Richard is a Partner at Harper Grey, co-chair of their Environmental Law Group, and an active member of their Commercial Litigation Group. Recognized nationally as a leading environmental law lawyer Richard is the author of the book, “British Columbia Environmental Management Legislation & Commentary, a guide to the regulation of contaminated sites” which quickly became a “must have” resource for developers, property owners, environmental consults and lawyers. If he looks familiar to you, it’s likely because he is a sought-after presenter and often speaks at continuing education and industry conferences on environmental issues. Originally from Regina and, when there aren’t provincial health recommendations to shelter in place, Richard enjoys spending part of his summer vacation with his young family at their lakeside cabin in Saskatchewan.
Guy Brown, QC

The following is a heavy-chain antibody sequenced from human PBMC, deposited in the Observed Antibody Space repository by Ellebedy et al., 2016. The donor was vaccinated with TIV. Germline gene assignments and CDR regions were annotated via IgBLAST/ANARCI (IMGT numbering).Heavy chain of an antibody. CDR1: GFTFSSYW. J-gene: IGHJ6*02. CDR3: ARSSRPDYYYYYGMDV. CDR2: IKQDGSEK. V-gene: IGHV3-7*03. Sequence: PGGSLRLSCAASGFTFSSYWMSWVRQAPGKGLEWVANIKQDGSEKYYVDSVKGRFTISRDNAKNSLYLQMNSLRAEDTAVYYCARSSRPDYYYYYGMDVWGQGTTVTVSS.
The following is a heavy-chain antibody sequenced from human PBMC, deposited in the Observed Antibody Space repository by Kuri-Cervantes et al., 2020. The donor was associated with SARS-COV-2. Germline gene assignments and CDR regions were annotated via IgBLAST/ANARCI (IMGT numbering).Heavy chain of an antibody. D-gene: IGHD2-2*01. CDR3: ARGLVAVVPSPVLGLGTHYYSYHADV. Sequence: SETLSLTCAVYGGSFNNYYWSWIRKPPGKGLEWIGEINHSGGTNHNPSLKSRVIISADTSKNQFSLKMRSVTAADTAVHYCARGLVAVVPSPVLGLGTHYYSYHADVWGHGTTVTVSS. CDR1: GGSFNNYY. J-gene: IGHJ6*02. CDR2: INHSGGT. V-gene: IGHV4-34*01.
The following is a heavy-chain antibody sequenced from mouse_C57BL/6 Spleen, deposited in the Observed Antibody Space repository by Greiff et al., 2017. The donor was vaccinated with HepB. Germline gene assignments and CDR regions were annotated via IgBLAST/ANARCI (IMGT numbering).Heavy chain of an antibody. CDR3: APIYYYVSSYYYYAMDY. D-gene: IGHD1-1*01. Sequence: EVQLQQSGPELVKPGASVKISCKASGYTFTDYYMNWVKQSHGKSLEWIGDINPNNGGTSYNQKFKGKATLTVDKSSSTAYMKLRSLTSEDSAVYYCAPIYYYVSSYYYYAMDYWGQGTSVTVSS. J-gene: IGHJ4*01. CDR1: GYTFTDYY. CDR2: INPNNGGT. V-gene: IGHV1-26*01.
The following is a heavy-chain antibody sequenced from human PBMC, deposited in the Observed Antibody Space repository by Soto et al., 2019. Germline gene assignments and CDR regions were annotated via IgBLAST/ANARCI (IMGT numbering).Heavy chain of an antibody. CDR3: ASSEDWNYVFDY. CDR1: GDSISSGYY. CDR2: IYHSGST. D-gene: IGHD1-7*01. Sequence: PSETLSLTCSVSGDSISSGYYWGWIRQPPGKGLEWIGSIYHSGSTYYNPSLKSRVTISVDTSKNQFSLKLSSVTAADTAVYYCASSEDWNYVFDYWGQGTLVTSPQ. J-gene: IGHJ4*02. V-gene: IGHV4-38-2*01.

Guy is a Partner with Harper Grey and chair of their Health Law Group. His civil litigation practice focuses on professional negligence and major personal injury claims and providing insurance coverage opinions. You can often find Guy advocating on behalf of physicians in hearings before the College of Physicians and Surgeons of British Columbia and the Medical Services Commission of British Columbia. His skill in arguing the merits of complex issues is unparalleled. Which has led to his recognition as the 2021 “Health Law Lawyer of the Year” and 2020 “Insurance Law Lawyer of the Year” in Vancouver by Best Lawyers in Canada. As an accomplished leader in the profession he often speaks at continuing education seminars in the legal, medical and insurance realms. He has served on both the firm’s management committee and as chair of our insurance law group. Guy’s interests away from work include construction projects at his home and cabin, craft cocktails and jazz.